Graphene


Graphene

Graphene

Even though it is still only January and as such it is still well within the depths of winter, colleges and university across the country have reconvened and begun this year’s spring semester. Along with this beginning, Cynthia Wichelman MD restarted her Science on Tap speaker series. In conjunction with her Washington University in Saint Louis colleagues, Wichelman holds a monthly talk on the last Wednesday of most months of the regular school year. We met last night at the Kirkwood Station Brewing Company. The evening’s speaker was Erik Henriksen, PhD, an Assistant Professor of Physics at WashU. His talk was entitled, Graphene: Particle Physics in Pencil Lead.

Graphene is a relatively newly isolated and novel form of carbon. Other more common forms of carbon, like diamonds and coal have been around forever. Even graphite, also known as pencil lead, which is another form of carbon has been known about for a while. Graphene is a single atom thick sheet of carbon. The molecular bonds between the carbon atoms in these sheets are extremely strong. It turns out that graphite is composed of many layers of graphene. In graphite, the weak bonds between the many layers of graphene allow those layers to be easily sheared apart from each other, like when you drag a pencil across a piece of paper. Graphene as a material has some interesting properties. It is much stronger than steel. Likewise, it is a far superior electrical and thermal conductor than copper. A single layer of graphene is also transparent.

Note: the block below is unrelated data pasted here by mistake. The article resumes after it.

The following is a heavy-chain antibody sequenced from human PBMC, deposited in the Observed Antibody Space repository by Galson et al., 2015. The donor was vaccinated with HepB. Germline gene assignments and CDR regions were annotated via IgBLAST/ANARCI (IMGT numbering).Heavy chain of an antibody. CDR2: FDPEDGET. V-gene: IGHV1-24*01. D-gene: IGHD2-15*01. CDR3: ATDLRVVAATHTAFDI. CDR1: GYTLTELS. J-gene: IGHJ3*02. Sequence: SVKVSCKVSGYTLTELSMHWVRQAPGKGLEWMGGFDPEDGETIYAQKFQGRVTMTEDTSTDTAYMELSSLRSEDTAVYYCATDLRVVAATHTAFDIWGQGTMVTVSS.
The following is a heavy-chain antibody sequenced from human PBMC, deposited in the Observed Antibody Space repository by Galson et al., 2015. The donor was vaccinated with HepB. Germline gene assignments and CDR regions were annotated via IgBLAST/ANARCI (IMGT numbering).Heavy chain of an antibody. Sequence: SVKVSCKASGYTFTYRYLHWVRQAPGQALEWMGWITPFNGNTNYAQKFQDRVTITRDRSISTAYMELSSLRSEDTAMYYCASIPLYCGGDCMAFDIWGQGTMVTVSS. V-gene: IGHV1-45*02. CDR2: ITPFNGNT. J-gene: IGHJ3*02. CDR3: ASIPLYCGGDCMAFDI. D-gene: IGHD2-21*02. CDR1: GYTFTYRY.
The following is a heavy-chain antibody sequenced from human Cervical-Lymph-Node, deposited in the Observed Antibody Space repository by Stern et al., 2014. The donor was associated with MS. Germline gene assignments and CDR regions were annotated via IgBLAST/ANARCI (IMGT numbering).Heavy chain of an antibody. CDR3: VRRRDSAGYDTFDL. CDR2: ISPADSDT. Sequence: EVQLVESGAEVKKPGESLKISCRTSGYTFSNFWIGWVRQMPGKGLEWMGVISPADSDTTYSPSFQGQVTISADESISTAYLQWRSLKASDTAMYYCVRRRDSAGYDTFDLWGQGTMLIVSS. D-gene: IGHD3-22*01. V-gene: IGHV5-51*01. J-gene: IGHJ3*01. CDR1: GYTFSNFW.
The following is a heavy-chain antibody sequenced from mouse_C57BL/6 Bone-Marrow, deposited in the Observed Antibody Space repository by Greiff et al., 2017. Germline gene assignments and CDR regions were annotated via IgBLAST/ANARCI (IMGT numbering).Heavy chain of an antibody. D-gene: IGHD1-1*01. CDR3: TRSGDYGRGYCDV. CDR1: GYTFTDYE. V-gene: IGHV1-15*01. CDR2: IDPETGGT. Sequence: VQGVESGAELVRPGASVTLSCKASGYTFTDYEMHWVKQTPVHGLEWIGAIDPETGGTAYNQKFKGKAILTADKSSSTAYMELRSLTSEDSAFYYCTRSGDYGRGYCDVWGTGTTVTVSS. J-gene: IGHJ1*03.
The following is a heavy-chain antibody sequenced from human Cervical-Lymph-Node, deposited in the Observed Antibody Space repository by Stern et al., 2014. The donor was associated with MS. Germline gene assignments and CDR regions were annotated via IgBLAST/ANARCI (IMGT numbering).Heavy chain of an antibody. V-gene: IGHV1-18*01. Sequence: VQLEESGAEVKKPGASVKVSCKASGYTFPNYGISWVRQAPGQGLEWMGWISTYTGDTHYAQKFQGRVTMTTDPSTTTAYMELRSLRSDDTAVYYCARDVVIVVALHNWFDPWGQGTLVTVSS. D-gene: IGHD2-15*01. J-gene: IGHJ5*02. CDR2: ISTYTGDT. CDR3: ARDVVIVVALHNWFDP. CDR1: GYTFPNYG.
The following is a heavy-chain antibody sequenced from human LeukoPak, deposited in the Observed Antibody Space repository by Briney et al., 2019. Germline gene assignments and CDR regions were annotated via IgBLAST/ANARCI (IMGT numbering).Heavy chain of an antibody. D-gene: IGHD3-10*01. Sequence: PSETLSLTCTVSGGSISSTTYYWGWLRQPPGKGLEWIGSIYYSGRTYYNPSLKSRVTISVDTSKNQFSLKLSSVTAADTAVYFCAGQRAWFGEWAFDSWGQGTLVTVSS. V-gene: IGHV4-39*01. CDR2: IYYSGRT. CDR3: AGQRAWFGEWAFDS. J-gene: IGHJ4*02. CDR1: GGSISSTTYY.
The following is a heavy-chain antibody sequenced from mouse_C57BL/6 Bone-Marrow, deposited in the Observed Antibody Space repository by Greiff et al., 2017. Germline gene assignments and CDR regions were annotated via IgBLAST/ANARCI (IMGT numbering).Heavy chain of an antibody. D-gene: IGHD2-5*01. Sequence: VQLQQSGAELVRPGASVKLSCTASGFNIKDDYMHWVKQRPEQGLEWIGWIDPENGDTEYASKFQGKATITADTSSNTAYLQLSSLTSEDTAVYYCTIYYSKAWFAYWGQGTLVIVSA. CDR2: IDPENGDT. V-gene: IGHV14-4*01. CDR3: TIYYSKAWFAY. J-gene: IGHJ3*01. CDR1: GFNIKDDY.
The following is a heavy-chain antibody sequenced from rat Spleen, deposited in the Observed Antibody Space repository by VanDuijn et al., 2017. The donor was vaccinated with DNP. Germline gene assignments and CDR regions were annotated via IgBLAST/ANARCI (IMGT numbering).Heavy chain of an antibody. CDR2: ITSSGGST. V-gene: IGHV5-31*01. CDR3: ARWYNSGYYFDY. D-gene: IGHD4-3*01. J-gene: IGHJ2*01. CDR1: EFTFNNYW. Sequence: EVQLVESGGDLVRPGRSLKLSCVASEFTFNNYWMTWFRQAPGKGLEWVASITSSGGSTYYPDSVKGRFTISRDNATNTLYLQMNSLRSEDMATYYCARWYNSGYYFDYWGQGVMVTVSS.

In his talk, Henriksen, introduced us to Andre Geim and Konstantin Novoselov, the Nobel Prize winners who first isolated graphene. They called their technique micro-mechanical cleavage, but it was soon dubbed the Scotch tape method and was surprisingly simple. Starting from a block of graphite, Geim and company would apply ordinary Scotch tape to it and then peel off a thin layer from it. This technique would be repeated on this thin layer, until only one layer was left. In science, Geim is relatively unique, because he not only won the Noble, but also the Ig-Nobel. The Ig-Nobel is a parody prize given to scientists for conducting trivial experiments. Geim had suspended a frog is a magnetic field. Last night, in his own parody of this experiment Henriksen suspended a sheet of graphene is a magnetic field.

The particle physics aspect of Henriksen’s talk is the crux of his research into graphene. Per his on tap bio, in this 2D material, electrons move from one atom to the next as if they have no mass, acting like ultra-relativistic particles despite having an actual velocity that is just a fraction of the speed of light. Physicists like Henriksen are using this quasi-relativistic system to investigate some long-held predictions about the theory of relativity.

While following up on last night’s talk, I learned that Geim at his University of Manchester institute has added a new wrinkle in the design of the ultimate little black dress. It is made entirely of graphene. This is a dress that reacts to the person wearing it. It responds to the breathing rates of the wearer, changing color and illuminating in different ways. Oh, and it is incredibly light weight.

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